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Items: 1 to 20 of 26

1.

Generating an unfoldase from thioredoxin-like domains.

Forster ML, Mahn JJ, Tsai B.

J Biol Chem. 2009 May 8;284(19):13045-56. doi: 10.1074/jbc.M808352200. Epub 2009 Mar 16.

2.

Protein disulfide isomerases exploit synergy between catalytic and specific binding domains.

Freedman RB, Klappa P, Ruddock LW.

EMBO Rep. 2002 Feb;3(2):136-40. Review.

3.

ERp57 and PDI: multifunctional protein disulfide isomerases with similar domain architectures but differing substrate-partner associations.

Maattanen P, Kozlov G, Gehring K, Thomas DY.

Biochem Cell Biol. 2006 Dec;84(6):881-9. Review.

PMID:
17215875
4.

Protein disulfide-isomerase, a folding catalyst and a redox-regulated chaperone.

Wang L, Wang X, Wang CC.

Free Radic Biol Med. 2015 Jun;83:305-13. doi: 10.1016/j.freeradbiomed.2015.02.007. Epub 2015 Feb 17. Review.

PMID:
25697778
5.

Enzymatic catalysis of disulfide formation.

Noiva R.

Protein Expr Purif. 1994 Feb;5(1):1-13. Review.

PMID:
7909462
6.

The thioredoxin superfamily in oxidative protein folding.

Lu J, Holmgren A.

Antioxid Redox Signal. 2014 Jul 20;21(3):457-70. doi: 10.1089/ars.2014.5849. Epub 2014 Mar 6. Review.

PMID:
24483600
7.

ERp29, an unusual redox-inactive member of the thioredoxin family.

Mkrtchian S, Sandalova T.

Antioxid Redox Signal. 2006 Mar-Apr;8(3-4):325-37. Review.

PMID:
16677078
8.

AGR2, ERp57/GRP58, and some other human protein disulfide isomerases.

Shishkin SS, Eremina LS, Kovalev LI, Kovaleva MA.

Biochemistry (Mosc). 2013 Dec;78(13):1415-30. doi: 10.1134/S000629791313004X. Review.

9.

Oxidative protein folding in eukaryotes: mechanisms and consequences.

Tu BP, Weissman JS.

J Cell Biol. 2004 Feb 2;164(3):341-6. Review.

10.

The protein disulphide-isomerase family: unravelling a string of folds.

Ferrari DM, Söling HD.

Biochem J. 1999 Apr 1;339 ( Pt 1):1-10. Review.

11.

Extracellular Thiol Isomerases and Their Role in Thrombus Formation.

Schulman S, Bendapudi P, Sharda A, Chen V, Bellido-Martin L, Jasuja R, Furie BC, Flaumenhaft R, Furie B.

Antioxid Redox Signal. 2016 Jan 1;24(1):1-15. doi: 10.1089/ars.2015.6530. Epub 2015 Nov 18. Review.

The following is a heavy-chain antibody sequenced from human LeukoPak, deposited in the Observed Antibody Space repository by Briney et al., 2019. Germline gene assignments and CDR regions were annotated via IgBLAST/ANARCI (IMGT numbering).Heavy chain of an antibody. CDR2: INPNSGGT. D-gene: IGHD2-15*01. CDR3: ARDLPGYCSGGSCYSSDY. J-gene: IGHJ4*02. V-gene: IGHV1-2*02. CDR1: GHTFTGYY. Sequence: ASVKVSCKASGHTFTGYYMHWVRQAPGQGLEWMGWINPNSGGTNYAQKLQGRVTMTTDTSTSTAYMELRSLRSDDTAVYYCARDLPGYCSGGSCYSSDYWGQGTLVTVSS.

12.

Endoplasmic reticulum-dependent redox reactions control endoplasmic reticulum-associated degradation and pathogen entry.

Walczak CP, Bernardi KM, Tsai B.

Antioxid Redox Signal. 2012 Apr 15;16(8):809-18. doi: 10.1089/ars.2011.4425. Epub 2012 Jan 30. Review.

13.

Protein disulfide isomerases: Redox connections in and out of the endoplasmic reticulum.

Soares Moretti AI, Martins Laurindo FR.

Arch Biochem Biophys. 2017 Mar 1;617:106-119. doi: 10.1016/j.abb.2016.11.007. Epub 2016 Nov 24. Review.

PMID:
27889386
14.

Protein disulfide isomerase and Nox: new partners in redox signaling.

Trevelin SC, Lopes LR.

Curr Pharm Des. 2015;21(41):5951-63. Review.

PMID:
26510433
15.

Protein Disulphide Isomerases: emerging roles of PDI and ERp57 in the nervous system and as therapeutic targets for ALS.

Perri E, Parakh S, Atkin J.

Expert Opin Ther Targets. 2017 Jan;21(1):37-49. Epub 2016 Nov 25. Review.

PMID:
27786579
16.

Role of PDI in regulating tissue factor: FVIIa activity.

Popescu NI, Lupu C, Lupu F.

Thromb Res. 2010 Apr;125 Suppl 1:S38-41. doi: 10.1016/j.thromres.2010.01.034. Epub 2010 Feb 16. Review.

17.

Protein disulfide isomerase and host-pathogen interaction.

Stolf BS, Smyrnias I, Lopes LR, Vendramin A, Goto H, Laurindo FR, Shah AM, Santos CX.

ScientificWorldJournal. 2011;11:1749-61. doi: 10.1100/2011/289182. Epub 2011 Oct 18. Review.

18.

Protein disulphide isomerase: building bridges in protein folding.

Freedman RB, Hirst TR, Tuite MF.

Trends Biochem Sci. 1994 Aug;19(8):331-6. Review.

PMID:
7940678
19.

Dual protein trafficking to secretory and non-secretory cell compartments: clear or double vision?

Porter BW, Yuen CY, Christopher DA.

Plant Sci. 2015 May;234:174-9. doi: 10.1016/j.plantsci.2015.02.013. Epub 2015 Feb 26. Review.

PMID:
25804820
20.

Assisting oxidative protein folding: how do protein disulphide-isomerases couple conformational and chemical processes in protein folding?

Wallis AK, Freedman RB.

Top Curr Chem. 2013;328:1-34. doi: 10.1007/128_2011_171. Review.

PMID:
21630134

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